Inside SentinelOne’s bid for defense firm Attivo Networks
Active Defense and Deception, Endpoint Detection and Response (EDR), Identity and Access Management
Security Experts Rate ‘Super Cool’ Deception Tech, Worry About $615.5M Deal
Devon Warren-Kachelein (devawarren) •
March 18, 2022
See also: Live Webinar | Advocacy for managed endpoint detection and response
Described as a game to improve zero-trust onboarding and thwart identity-based attacks, Attivo Networks’ endpoint agent will blend into SentinelOne’s Singularity XDR platform. The merger would also add more visibility into end-user activity, as remote working and cloud adoption have increased organizational network risk through end users.
“Identity Threat Detection and Response (ITDR) is the missing link in holistic XDR and Zero Trust strategies. Our acquisition of Attivo is a natural progression of the platform to protect organizations against threats at every stage of the process. attack lifecycle,” SentinelOne COO Nicholas Warner said in a statement.
Some welcome the announcement, saying it will help deter attackers from targeting networks monitored by this technology. Other analysts, however, view the acquisition as a consolidation move, fearing it could stifle innovation or worse as that trend continues into 2022.
California-based SentinelOne was founded in Israel by current CEO Tomer Weinergarten and former CTO Almog Cohen in 2013. Its website details the Singularity platform as an innovative AI-powered defense tool “working at faster speed, larger scale, and greater precision than possible from a single human or even a crowd.”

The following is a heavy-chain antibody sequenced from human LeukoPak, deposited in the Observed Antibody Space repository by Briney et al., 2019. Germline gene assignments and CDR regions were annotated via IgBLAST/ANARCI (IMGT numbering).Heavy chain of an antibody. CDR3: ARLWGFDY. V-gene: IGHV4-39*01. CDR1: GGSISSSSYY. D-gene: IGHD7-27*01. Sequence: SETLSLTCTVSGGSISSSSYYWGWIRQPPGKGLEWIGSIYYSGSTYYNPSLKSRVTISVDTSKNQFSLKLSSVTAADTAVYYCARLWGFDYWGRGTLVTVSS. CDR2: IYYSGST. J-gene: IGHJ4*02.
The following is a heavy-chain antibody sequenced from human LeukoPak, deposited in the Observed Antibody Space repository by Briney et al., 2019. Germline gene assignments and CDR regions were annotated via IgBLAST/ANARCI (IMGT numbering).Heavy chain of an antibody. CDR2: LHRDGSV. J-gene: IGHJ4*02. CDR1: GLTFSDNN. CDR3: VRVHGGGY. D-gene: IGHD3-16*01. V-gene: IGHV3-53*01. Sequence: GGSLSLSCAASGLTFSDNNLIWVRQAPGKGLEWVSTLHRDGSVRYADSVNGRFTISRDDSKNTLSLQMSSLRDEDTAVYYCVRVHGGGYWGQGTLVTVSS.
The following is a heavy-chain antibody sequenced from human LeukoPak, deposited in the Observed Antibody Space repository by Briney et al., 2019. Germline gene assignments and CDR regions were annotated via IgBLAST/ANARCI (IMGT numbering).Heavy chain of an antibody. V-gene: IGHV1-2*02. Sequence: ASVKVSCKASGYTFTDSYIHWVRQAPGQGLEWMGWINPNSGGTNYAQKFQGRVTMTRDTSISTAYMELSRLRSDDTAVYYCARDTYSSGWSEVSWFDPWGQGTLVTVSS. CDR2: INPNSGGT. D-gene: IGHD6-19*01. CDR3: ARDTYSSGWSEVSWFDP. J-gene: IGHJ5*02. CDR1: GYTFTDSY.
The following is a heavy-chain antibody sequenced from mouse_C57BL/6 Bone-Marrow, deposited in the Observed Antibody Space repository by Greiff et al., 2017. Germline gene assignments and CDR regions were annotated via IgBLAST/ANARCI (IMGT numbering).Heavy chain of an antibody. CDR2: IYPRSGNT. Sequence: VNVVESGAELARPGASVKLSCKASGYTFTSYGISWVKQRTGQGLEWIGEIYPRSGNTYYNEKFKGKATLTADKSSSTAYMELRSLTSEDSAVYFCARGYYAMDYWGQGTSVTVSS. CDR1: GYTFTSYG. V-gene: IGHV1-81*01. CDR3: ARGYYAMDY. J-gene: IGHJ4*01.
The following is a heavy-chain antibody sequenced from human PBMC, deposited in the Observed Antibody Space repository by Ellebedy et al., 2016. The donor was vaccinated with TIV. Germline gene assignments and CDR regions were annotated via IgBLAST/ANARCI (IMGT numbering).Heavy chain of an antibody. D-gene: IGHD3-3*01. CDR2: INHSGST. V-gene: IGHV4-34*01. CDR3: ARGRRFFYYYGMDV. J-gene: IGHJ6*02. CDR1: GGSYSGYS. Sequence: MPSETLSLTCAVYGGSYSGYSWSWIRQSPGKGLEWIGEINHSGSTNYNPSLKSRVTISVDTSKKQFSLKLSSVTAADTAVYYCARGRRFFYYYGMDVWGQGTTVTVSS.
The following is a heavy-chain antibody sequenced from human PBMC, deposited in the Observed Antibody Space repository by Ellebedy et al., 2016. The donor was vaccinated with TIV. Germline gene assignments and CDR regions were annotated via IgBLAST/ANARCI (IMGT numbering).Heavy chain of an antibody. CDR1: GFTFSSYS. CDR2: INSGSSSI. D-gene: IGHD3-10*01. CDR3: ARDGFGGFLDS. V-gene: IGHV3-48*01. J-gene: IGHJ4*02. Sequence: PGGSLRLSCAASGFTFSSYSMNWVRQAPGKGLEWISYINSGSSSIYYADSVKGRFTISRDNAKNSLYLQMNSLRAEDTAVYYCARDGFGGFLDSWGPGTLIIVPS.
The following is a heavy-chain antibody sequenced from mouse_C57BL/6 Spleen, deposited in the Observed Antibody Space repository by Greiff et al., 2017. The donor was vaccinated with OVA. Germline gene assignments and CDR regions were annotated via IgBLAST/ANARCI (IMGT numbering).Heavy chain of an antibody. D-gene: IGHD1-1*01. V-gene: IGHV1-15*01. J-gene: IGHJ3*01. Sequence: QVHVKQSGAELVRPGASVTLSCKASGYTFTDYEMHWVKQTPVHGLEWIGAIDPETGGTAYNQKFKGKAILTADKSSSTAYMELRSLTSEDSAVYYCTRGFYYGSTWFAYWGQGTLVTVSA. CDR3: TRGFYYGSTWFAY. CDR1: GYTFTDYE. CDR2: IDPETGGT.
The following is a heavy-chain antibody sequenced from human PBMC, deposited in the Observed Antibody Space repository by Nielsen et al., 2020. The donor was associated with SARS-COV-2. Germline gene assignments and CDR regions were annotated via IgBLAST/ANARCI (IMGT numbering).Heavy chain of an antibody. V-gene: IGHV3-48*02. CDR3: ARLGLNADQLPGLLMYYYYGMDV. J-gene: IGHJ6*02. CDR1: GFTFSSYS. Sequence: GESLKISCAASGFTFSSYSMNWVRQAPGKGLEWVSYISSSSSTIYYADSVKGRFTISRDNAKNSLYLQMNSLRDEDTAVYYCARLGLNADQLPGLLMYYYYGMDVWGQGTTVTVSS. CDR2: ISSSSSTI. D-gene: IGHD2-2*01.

The deal, if the terms are met, will close during SentinelOne’s second quarter this summer. It would be the biggest purchase of a deceptive security company to date, according to Forrester principal analyst David Holmes.
Deception Tech takes center stage
Network defenders are looking for more effective threat detection tools to combat the AI tactics already used by threat actors to steal credentials.
Deceptive security tools use decoys to deflect attackers away from corporate networks. Attivo Networks, for example, offers unique obfuscation capabilities through its ITDR solutions that can protect and prevent attackers from accessing credentials, shared folders and other data, a spokesperson told Information Security Media Group.
Attivo Networks has built a strong customer base, providing endpoint defense solutions for the US Department of Homeland Security, the Global Cyber Alliance, Amazon Web Services, and Google Cloud, among many other Fortune 500 companies. company has often been praised by early investors and partners for its development of highly sophisticated identity tools.
Tushar Kothari, CEO of Attivo Networks, celebrated the partnership with SentinelOne. He says Attivo’s technology could complement the XDR platform, as well as strengthen organizational security posture.
“As the threat landscape evolves, identity remains the central nervous system of the enterprise. Combined with the power of SentinelOne’s standalone XDR, we will bring real-time identity threat detection and response to the front lines of cyber defense,” said Kothari.